Lines form ahead of Garafola’s funeral service


BATON ROUGE, La. (AP) — Hundreds of people lined up Saturday to pay their respects to the family of a Louisiana sheriff’s deputy killed by a gunman six days earlier.

Deputy Brad Garafola and two Baton Rouge police officers were killed outside a convenience store less than a mile from police headquarters.

The line of mourners snaked through hallways in the 1,500-seat sanctuary at Istrouma Baptist Church in Baton Rouge, out the back door and into the parking lot. It included scores of officers from around Louisiana and from coast to coast.

Two police officers and two sheriff’s deputies came from the Seattle, Washington area. Bellevue police Officer Paul Dill said their chief feels it’s important to honor brother and sister officers. He said the department sends an honor guard contingent to every out-of-state death in the line of duty.

Early arrivals for Garafola’s service included a deputy who worked with Garafola in the department’s foreclosure division and was dressed in Scottish regalia as drum major for a pipe band.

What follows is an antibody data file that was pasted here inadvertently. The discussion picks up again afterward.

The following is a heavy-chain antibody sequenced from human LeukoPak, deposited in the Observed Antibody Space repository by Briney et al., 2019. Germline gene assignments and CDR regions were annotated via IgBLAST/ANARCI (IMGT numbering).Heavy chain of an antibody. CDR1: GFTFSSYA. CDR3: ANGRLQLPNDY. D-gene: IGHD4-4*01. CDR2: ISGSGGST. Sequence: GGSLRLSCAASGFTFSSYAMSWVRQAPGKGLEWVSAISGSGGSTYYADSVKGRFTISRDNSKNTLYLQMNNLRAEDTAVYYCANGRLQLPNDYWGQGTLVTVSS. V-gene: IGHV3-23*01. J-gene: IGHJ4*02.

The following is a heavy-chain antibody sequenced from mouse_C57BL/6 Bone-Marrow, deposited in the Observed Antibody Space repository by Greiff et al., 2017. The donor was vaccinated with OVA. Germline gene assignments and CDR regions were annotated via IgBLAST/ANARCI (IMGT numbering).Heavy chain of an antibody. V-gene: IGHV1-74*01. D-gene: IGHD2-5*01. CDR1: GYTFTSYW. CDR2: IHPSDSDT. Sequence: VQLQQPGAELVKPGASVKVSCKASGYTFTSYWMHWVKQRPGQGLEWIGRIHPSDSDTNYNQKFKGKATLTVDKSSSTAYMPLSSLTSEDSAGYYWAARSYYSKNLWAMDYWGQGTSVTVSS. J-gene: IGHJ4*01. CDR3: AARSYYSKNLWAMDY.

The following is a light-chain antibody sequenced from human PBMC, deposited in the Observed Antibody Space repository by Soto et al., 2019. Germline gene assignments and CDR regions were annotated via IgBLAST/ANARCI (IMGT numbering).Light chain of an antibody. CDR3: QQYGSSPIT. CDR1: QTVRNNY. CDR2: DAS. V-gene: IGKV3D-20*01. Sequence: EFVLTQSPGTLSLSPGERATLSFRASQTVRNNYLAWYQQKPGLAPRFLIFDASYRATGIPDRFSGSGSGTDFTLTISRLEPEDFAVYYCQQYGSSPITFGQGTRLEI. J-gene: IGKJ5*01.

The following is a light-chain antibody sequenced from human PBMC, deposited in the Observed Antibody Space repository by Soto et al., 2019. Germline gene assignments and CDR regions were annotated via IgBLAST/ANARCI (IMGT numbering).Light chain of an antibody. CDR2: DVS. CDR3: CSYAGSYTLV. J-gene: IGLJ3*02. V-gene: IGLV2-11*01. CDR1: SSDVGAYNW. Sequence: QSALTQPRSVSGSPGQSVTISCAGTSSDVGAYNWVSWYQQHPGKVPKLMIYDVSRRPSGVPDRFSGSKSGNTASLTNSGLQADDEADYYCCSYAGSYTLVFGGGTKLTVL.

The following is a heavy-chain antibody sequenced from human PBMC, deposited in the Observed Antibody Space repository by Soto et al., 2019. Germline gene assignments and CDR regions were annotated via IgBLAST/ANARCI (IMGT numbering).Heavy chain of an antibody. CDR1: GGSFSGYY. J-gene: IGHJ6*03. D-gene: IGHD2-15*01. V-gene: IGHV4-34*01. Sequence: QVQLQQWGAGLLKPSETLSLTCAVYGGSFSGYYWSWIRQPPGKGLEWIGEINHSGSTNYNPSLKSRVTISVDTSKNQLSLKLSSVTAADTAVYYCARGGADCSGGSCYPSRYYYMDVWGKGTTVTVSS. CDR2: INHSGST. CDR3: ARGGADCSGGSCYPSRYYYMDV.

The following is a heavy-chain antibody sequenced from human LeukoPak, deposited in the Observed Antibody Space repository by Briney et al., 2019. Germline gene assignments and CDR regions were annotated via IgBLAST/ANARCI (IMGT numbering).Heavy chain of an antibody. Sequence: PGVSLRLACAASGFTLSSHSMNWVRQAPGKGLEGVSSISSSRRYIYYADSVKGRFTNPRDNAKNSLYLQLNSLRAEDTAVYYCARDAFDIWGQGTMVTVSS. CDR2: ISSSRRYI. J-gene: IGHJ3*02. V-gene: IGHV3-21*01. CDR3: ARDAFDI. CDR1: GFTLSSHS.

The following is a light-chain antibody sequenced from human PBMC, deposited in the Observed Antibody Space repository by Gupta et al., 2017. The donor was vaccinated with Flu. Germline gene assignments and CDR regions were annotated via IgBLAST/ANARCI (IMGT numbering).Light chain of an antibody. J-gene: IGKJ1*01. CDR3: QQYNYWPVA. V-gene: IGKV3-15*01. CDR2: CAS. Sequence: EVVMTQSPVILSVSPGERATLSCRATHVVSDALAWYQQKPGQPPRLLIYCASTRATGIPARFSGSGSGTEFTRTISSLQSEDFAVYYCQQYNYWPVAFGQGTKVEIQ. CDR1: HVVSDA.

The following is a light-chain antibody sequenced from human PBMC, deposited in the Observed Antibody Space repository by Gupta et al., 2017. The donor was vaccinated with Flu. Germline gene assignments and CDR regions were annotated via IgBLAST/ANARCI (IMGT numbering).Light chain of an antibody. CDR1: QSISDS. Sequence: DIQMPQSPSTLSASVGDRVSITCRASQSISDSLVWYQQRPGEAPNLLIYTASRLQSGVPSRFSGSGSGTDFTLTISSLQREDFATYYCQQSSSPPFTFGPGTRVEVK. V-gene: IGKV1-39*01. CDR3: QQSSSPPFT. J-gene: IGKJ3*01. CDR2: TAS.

Deputy Greg McLean described Garafola as a generous family man. He said that when another deputy in the department was losing hair to chemotherapy, Garafola shaved his own head in support.

Garafola, 45, will be laid to rest one day after hundreds turned out for a funeral service for Baton Rouge police Officer Matthew Gerald, 41.

Funeral services for the third officer slain, 32-year-old Montrell Jackson, are slated for Monday. A multi-agency memorial service for the officers is scheduled for Thursday.

The three men were shot and killed by 29-year-old gunman Gavin Long; three other officers were also wounded in the shooting. Long was killed by police.

The shootings came at a time of racial tension in the city and country after a black man was shot and killed during a confrontation with two white police officers outside a convenience store. The next day a black man in Minnesota was shot and killed by police, and his girlfriend livestreamed the aftermath on Facebook. The day after that, a black gunman in Dallas opened fire during a protest against the Minnesota and Baton Rouge shootings, and killed five police officers.

Garafola’s boss, East Baton Rouge Sheriff Sid Gautreaux, described to reporters how he could see Garafola on surveillance video, firing at the gunman as bullets hit the concrete around him.

“My deputy went down fighting. He returned fire to the very end,” the sheriff said.

Garafola’s friends described him as a man committed to public service and devoted to his family.

He leaves behind a wife and four children: a 21-year-old son, a 15-year-old daughter, a 12-year-old son and a 7-year-old daughter.

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